How to Ace Your Next Trade Show

By Carolyn Edlund

Headed to a trade show this year? Here’s how to close more sales.

 

trade show

Surtex trade show floor

 

The National Stationery Show, Surtex and The International Contemporary Furniture Fair are coming up soon at the Javits Center in New York City. On the NSS website are noted some statistics about buyers who are attending the show. Among them are these two very interesting facts:

  • NSS exhibitors generate as many as 100 leads during the 3-1/2 day Show
  • 35% of attending businesses come to source, then place orders after the show

This is probably not unusual for a trade show audience.  Artists and other exhibitors should be very mindful of what this means to them while exhibiting at the trade show and going forward.

Since it is very likely that a third of your potential customers won’t place orders directly with you at the show itself, you must:

 

Artist Helen Rudy's trade show booth

Glass Artist Helen Rudy displays her work at the Buyers Market of American Craft

 

Make a Memorable Impression

Do you have a show booth to be proud of? Does it invite visitors in, with an attractive professional display, smart merchandising of your work and excellent lighting?

Smart Signage. Large photos of your work (especially if it is small) can really help make your art pop. Since trade show aisles are long and narrow, strategically place signage on side walls within two feet of the front of your booth to catch the eye of visitors walking either way.

Greet your customers. Ever observe an exhibitor ignoring booth visitors, or even reading a book? Ouch. It hurts to see someone who paid a lot to come to a show making such a mistake. Give your prospects room to browse, but smile and make eye contact. Engage with them in conversation and make sure you share your story and the benefits of your line.

Gorgeous presentation.  Going the extra mile to present your work beautifully will wow your audience. Plus, the more professionally your work appears, the more seriously you will be taken as an artist. Avoid clutter when displaying your work. Allow each piece to stand out by using pedestals, or grouping work in bestseller packages or suggested minimum orders. And make sure you’ve got plenty of good lighting to highlight your booth – it can make all the difference.

 

Hudson Glass Booth

Hudson Glass Booth at the American Craft Council Show

 

Gather Information

When speaking to potential customers, ask lots of questions. What type of a store do they have? What other lines do they carry? Who are their customers? What at they looking for? Are you speaking with a decision maker?

Get their business card. Whether writing an order or not, you will take their business card, and give them your brochure, line sheet, or other trade show items.” Note on the back of their card any important facts about your conversation so that your follow up will be more complete. Don’t leave a stack of brochures out on a table for anyone to take. Hand the materials to booth visitors personally to ensure that you get their card and give you more reason to interact.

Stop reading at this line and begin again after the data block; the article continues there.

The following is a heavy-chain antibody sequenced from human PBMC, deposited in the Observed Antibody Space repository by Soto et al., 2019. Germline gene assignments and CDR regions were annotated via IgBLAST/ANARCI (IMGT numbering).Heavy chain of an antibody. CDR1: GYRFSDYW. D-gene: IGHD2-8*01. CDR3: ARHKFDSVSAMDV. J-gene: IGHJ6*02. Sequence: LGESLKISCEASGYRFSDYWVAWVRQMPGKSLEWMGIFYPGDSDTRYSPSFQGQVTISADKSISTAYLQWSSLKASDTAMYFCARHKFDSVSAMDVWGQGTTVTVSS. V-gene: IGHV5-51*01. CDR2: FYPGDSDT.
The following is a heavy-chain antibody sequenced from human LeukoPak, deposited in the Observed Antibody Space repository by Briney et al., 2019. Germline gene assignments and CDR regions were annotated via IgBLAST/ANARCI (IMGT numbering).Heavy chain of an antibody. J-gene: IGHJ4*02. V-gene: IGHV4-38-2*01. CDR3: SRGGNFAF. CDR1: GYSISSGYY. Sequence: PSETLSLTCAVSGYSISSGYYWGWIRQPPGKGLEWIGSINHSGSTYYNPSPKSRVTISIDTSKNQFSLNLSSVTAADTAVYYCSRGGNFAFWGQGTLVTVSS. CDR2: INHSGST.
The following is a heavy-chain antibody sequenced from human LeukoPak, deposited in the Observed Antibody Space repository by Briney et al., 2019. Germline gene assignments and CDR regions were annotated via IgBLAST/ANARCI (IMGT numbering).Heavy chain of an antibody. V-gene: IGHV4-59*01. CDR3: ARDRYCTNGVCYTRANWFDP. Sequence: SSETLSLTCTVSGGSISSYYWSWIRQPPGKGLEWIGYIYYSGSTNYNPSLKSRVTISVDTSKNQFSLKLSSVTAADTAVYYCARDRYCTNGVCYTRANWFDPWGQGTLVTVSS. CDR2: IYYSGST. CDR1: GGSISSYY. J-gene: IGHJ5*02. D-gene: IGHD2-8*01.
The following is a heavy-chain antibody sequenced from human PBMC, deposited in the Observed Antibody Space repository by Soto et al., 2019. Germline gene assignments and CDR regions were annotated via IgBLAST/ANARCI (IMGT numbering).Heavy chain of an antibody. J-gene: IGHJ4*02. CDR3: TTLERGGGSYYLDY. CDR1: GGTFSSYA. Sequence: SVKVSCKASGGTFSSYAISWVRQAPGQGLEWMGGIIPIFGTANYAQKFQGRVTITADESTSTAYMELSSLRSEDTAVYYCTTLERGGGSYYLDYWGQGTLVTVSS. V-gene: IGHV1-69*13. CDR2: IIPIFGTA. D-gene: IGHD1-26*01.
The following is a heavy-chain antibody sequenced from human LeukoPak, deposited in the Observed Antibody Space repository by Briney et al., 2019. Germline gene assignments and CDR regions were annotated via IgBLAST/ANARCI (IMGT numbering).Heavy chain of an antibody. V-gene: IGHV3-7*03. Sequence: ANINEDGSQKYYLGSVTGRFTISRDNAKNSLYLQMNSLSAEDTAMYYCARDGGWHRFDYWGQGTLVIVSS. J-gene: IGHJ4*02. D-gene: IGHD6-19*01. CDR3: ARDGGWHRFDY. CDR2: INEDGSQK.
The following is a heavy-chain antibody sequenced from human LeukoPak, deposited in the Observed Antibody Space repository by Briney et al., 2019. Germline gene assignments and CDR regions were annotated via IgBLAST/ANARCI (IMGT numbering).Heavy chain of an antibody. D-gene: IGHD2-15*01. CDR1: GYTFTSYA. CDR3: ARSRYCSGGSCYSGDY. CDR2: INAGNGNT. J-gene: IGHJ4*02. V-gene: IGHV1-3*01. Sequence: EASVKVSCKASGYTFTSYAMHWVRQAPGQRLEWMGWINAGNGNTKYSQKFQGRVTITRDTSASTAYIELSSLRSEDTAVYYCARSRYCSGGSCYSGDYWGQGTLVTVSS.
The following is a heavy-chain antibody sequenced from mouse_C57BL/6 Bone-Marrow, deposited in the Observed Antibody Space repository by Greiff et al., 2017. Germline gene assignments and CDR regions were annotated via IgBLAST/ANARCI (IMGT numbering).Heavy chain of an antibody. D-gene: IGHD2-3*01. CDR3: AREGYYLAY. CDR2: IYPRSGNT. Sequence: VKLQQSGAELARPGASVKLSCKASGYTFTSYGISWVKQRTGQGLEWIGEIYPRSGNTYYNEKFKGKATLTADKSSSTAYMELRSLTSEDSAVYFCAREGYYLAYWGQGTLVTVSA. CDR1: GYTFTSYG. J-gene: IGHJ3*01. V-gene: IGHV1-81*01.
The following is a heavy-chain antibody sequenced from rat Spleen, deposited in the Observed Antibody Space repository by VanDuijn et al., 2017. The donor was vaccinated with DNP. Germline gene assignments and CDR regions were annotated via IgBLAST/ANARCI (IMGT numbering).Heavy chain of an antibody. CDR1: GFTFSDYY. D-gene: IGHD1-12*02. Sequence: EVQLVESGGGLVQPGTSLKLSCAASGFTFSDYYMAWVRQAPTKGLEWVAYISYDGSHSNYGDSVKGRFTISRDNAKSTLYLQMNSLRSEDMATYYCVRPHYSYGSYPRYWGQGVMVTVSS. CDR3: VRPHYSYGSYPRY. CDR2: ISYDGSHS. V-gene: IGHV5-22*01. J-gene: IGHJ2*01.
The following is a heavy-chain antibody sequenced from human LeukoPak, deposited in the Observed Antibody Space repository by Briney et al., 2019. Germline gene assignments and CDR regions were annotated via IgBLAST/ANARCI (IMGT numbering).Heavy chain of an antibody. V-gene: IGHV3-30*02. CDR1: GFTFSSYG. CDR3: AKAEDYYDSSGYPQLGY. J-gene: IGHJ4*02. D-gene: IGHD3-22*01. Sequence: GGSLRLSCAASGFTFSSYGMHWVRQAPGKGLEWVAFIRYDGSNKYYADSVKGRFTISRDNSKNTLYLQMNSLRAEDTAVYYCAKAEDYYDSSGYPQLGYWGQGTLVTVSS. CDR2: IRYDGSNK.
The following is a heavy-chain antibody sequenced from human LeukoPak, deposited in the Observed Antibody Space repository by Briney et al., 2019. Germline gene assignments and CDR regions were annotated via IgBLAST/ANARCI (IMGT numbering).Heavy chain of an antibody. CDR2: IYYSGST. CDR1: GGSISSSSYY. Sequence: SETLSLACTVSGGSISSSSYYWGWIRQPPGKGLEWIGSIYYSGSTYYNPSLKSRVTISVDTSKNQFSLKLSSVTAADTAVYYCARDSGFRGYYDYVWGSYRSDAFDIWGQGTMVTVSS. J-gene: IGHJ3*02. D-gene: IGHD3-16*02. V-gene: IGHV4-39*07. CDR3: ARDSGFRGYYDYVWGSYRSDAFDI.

Licensing Booth at Surtex

Licensing Booth at Surtex

 

Follow Up

Make contact soon after the event. Here’s where a lot of exhibitors fall down on the job. Remember that statistic? 35% of buyers plan to place orders after the show is over. If you don’t contact them within the first week or two, it’s not likely that they will call you. They will be placing orders with your competitors who did their follow up. Schedule this on your calendar as a priority, because it could be a major moneymaking activity for your business.

Close the sale. A skillful business person will get in touch with a decision maker, remind them of their conversation at the show, and talk about the customer. Yes, that’s right. Nobody likes to hear a never-ending sales pitch.

If your prospect is a good fit, talk about their needs and genuinely be of service to them. Use the information you gathered at the show to express that you understand their business and were listening. Explain any benefits of your line and talk about their buying process. Ask for the sale. If they decline, let them know you would like to keep them on your list as you develop new collections and products.

Stay in touch. It takes between 5-12 contacts to close the average sale. That means if they didn’t buy from you right out of the gate or soon afterwards, they may need to see your brand and your work a few more times – or many more times. Keep names of interested prospects on your list for several years, with regular contact every few months through a drip marketing plan. This may include emails, postcards, newsletters, studio invitations, phone calls or even a store visit if you are local to them.

You are not annoying buyers by following up with them. Every retailer is familiar with the sales process, and they frequently see reps who call on their stores. Those reps are helpful partners to the retailer, by recommending good products, giving great service and solving problems. You as an artist can be that partner as well. In fact, building a partnering relationship with your customer is an ideal scenario where both of your businesses will benefit.

 

Comments

  1. Thank you for the very good information many people starting out need to know. All too often people are not prepared, our first wholesale show we didn’t even have codes for each item, you have given a great outline of what to expect.

  2. I like your tip to make your presentation beautiful. Like you said, you will be taken more seriously if your work is set up professionally. Having a good display, interacting with your visitors, and following up after the event are key to retaining customers. Thanks for the tips!

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